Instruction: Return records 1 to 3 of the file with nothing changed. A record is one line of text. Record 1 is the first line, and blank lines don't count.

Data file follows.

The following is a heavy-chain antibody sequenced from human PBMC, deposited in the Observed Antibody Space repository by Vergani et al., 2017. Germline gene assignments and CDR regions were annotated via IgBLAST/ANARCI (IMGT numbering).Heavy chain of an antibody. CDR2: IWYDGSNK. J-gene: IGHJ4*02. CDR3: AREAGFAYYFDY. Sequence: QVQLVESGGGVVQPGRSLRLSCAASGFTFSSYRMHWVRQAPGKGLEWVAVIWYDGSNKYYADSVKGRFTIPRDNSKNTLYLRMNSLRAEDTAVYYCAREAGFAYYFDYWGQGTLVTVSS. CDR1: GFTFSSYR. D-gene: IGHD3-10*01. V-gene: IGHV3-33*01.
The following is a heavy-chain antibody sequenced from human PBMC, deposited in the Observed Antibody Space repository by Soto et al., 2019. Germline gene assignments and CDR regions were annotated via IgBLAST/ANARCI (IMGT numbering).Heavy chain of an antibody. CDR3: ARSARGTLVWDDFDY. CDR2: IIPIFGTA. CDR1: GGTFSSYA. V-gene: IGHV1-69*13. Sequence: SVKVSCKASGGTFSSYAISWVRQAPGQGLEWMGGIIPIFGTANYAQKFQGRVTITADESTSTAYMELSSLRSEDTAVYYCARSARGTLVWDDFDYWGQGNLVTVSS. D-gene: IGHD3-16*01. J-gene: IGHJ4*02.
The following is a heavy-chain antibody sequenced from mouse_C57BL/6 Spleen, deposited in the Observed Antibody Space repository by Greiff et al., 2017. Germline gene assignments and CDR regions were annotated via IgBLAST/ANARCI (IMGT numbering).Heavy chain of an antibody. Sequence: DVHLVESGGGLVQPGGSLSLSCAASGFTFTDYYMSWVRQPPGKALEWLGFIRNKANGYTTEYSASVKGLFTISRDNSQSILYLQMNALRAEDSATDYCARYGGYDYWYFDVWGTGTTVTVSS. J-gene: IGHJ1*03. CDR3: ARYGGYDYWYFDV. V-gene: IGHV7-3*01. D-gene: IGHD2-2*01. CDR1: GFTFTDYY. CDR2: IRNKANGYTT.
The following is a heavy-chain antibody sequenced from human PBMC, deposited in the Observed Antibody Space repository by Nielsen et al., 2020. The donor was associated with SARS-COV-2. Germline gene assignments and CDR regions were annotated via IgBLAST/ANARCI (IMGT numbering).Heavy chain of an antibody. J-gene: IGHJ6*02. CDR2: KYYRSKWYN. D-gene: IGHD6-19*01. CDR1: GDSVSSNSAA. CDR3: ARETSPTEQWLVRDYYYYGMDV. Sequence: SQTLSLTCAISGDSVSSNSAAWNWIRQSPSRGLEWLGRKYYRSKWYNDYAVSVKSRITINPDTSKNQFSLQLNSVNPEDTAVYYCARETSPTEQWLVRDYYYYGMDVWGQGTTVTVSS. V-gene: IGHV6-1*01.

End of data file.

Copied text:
The following is a heavy-chain antibody sequenced from human PBMC, deposited in the Observed Antibody Space repository by Vergani et al., 2017. Germline gene assignments and CDR regions were annotated via IgBLAST/ANARCI (IMGT numbering).Heavy chain of an antibody. CDR2: IWYDGSNK. J-gene: IGHJ4*02. CDR3: AREAGFAYYFDY. Sequence: QVQLVESGGGVVQPGRSLRLSCAASGFTFSSYRMHWVRQAPGKGLEWVAVIWYDGSNKYYADSVKGRFTIPRDNSKNTLYLRMNSLRAEDTAVYYCAREAGFAYYFDYWGQGTLVTVSS. CDR1: GFTFSSYR. D-gene: IGHD3-10*01. V-gene: IGHV3-33*01.
The following is a heavy-chain antibody sequenced from human PBMC, deposited in the Observed Antibody Space repository by Soto et al., 2019. Germline gene assignments and CDR regions were annotated via IgBLAST/ANARCI (IMGT numbering).Heavy chain of an antibody. CDR3: ARSARGTLVWDDFDY. CDR2: IIPIFGTA. CDR1: GGTFSSYA. V-gene: IGHV1-69*13. Sequence: SVKVSCKASGGTFSSYAISWVRQAPGQGLEWMGGIIPIFGTANYAQKFQGRVTITADESTSTAYMELSSLRSEDTAVYYCARSARGTLVWDDFDYWGQGNLVTVSS. D-gene: IGHD3-16*01. J-gene: IGHJ4*02.
The following is a heavy-chain antibody sequenced from mouse_C57BL/6 Spleen, deposited in the Observed Antibody Space repository by Greiff et al., 2017. Germline gene assignments and CDR regions were annotated via IgBLAST/ANARCI (IMGT numbering).Heavy chain of an antibody. Sequence: DVHLVESGGGLVQPGGSLSLSCAASGFTFTDYYMSWVRQPPGKALEWLGFIRNKANGYTTEYSASVKGLFTISRDNSQSILYLQMNALRAEDSATDYCARYGGYDYWYFDVWGTGTTVTVSS. J-gene: IGHJ1*03. CDR3: ARYGGYDYWYFDV. V-gene: IGHV7-3*01. D-gene: IGHD2-2*01. CDR1: GFTFTDYY. CDR2: IRNKANGYTT.